China’s Third Plenum: Reform is Coming

This past week, Washington was gripped with President Obama’s surprise announcement that you can really keep your health care plan, period. Halfway across the world, China and China-watchers were gripped with another set of announcements:

The results of the Third Plenum of the 18th Central Committee of the Chinese Communist Party (CCP).

So What in the World is a “Third Plenum”?

The Plenary Sessions are meetings of the Central Committee, a subgroup of the National Congress. The Third Plenary Session (“Third Plenum”), which occurs once every five years, is the meeting during which leaders introduce new economic and political reforms. This year’s Third Plenum opened one week ago (Nov 9) and ended last Tuesday (Nov 12).

(For more details, here’s a great explanation of the Plenary Sessions, complete with infographic.)

To underscore the importance of this past week, it’s important to understand what’s happened during prior Third Plenums (Plena?):

  • In the 1978 Third Plenum, Chairman Deng Xiaoping consolidated power, introduced radical economic reforms that propelled China’s remarkable economic growth, and implicitly attacked the cult of Mao, repudiating the Cultural Revolution.
  • In the 1993 Third Plenum, Premier Zhu Rongqi announced the socialist market economy (no contradiction there) and loosened China’s state-owned sector.

So it’s no surprise that analysts excitedly awaited the results of this year’s Third Plenum, especially notable for being timed with the first year of Chairman Xi Jinping’s rule.

They Were Disappointed…Prematurely?

Shortly following the conclusion of the Third Plenum, the CCP released a vaguely-worded communiqué through Xinhua, its state news agency. It was immediately attacked for being heavy on jargon and short on specifics, tempering its promises of economic and political reforms with repeated nods to the “leading role of the state-owned economy”.

Notably, what the communiqué did not mention included:

  • No mention of financial sector liberalization (the Swattie in me wonders if this is necessarily a bad thing)
  • No push for further urbanization (likely because this would require overhauling the age-old hukou system)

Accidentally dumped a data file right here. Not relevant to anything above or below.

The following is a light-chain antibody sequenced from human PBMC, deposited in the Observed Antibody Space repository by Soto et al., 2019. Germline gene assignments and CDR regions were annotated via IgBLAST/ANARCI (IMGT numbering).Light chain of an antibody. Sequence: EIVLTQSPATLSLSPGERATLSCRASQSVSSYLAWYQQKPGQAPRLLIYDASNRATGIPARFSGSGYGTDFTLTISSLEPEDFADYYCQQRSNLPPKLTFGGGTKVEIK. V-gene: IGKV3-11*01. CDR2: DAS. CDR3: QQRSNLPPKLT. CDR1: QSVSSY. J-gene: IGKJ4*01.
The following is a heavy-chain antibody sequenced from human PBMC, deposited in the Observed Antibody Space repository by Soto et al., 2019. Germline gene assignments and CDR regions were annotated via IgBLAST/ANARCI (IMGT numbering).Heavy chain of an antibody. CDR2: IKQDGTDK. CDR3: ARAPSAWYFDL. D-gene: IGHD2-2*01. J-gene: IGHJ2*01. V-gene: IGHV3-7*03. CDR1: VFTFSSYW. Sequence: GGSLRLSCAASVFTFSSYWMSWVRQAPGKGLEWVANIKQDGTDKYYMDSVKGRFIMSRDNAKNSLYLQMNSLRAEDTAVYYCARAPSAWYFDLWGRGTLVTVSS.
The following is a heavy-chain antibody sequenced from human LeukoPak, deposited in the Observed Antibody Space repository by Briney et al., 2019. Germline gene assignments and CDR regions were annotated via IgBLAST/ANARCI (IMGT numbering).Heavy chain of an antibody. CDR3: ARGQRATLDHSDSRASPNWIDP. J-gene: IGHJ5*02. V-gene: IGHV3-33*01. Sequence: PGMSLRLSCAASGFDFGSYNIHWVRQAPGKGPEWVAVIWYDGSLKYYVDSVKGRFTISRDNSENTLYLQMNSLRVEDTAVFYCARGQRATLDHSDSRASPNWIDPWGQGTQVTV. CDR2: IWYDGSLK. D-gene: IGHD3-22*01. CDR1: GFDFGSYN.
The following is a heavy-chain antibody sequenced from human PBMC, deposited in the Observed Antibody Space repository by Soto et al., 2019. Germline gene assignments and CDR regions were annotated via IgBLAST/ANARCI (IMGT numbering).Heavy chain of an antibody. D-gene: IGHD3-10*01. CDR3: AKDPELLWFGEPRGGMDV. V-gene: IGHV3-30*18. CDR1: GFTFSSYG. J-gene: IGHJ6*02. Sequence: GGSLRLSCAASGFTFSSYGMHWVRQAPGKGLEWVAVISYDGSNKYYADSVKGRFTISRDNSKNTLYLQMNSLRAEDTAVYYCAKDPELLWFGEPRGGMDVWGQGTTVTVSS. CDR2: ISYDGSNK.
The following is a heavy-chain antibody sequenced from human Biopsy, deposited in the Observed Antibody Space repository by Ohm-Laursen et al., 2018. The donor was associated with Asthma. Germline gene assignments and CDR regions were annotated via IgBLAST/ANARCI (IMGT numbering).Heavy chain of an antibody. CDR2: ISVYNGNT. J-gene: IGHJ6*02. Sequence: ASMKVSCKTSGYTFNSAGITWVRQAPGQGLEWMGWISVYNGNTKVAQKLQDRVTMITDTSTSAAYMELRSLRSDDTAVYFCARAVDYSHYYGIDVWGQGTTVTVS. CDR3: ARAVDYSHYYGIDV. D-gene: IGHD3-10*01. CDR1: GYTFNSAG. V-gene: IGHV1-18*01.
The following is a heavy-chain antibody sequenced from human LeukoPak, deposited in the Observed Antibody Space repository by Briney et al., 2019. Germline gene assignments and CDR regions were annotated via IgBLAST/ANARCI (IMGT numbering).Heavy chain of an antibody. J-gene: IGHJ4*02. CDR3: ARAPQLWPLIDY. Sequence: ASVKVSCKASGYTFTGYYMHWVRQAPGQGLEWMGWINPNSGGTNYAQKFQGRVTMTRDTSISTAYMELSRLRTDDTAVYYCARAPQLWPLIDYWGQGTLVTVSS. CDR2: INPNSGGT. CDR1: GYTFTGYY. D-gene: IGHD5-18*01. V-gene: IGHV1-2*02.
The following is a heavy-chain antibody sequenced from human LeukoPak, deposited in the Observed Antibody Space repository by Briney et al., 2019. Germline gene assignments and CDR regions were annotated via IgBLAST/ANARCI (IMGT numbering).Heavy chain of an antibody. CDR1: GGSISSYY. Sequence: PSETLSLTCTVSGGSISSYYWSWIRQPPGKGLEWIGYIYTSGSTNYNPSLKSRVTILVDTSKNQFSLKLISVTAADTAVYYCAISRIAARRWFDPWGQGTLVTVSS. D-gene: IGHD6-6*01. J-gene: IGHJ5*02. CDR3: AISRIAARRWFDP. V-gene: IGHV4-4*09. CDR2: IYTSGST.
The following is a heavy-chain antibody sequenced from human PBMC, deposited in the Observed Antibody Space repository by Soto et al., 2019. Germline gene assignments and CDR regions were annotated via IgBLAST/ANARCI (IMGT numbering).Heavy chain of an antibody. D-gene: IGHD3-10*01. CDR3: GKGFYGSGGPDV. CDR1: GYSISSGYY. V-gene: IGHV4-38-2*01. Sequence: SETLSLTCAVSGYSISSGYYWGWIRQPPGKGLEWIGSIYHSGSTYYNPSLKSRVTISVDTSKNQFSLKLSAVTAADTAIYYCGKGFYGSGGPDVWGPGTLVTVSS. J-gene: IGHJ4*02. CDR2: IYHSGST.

• No indication that President Xi would take on the state-owned enterprises (which dominate China’s oil, aluminum, coal, banking, telecommunications, electricity, transportation and other fields)

Immediately following the release of the vague communiqué, global stocks dipped, headlines called the Third Plenum “disappointing” and “a dud”, and analysts called previously optimistic expectations “sanguine and naïve”, claiming they overestimated Xi and Beijing’s actual power over the rest of the country.

But in the best post-communique analysis I’ve seen, Zachary Keck at The Diplomat argues that disappointment with the Third Plenum is premature. And precisely because it lays the groundwork for helping Xi consolidate enough power to drive through subsequent reforms.

Specifically, the communiqué created two new political bodies that helps Xi consolidate power:

  1. A new state security committee, analogous to the U.S.’s National Security Council. As Keck argues, this new committee is likely meant to “ensure stability as the reforms progress”, which bodes poorly for human rights, but signals the CCP is serious about implementing reforms.
  2. A central leading group reporting directly to top leadership, rather than to the government. This would assist Xi in pushing through reforms by sidestepping the bureaucratic red tape—precisely addressing the problem of limited central power that Beijing faces.

Hot off the Presses: A Blueprint for Reform

And right on cue, the CCP released a new blueprint for reform yesterday, with many more details on specific reforms. These include:

  1. Loosening of the one-child policy. Urban parents can now have two children if either spouse is an only child (previously, both had to be only children).
  2. Abolishment of labor camps, which have been used to imprison people for up to four years without formal arrest or trial. (Unclear how heavily this will be enforced in practice.)
  3. Strengthened rural property rights, allowing farmers to gain more profit from land sales to local governments (hopefully resulting in fewer of these).
  4. Loosening of the hukou system, which may eventually alleviate social and health care access issues for migrants.
  5. Economic liberalization and reforms. A system for insuring back deposits, fewer restrictions on offshore securities investments and M&As, looser pricing controls for energy, water, and telecommunications, and other financial changes I’m not well-versed enough to understand.
  6. Environmental protection-based growth incentives. Specifically, local governments wouldn’t be judged on economic performance alone, but also on environmental protection efforts. That’s cool.

And finally…accelerated health reform. Overhaul of public hospital system, more community hospitals, changes in doc pay, and catastrophic health insurance. I hope to explore the details more in a later post, but for now, this great interview with Shanghai’s former mayor Shen Xiaoming about health reform in Shanghai may provide some indication of where China’s health system is headed.

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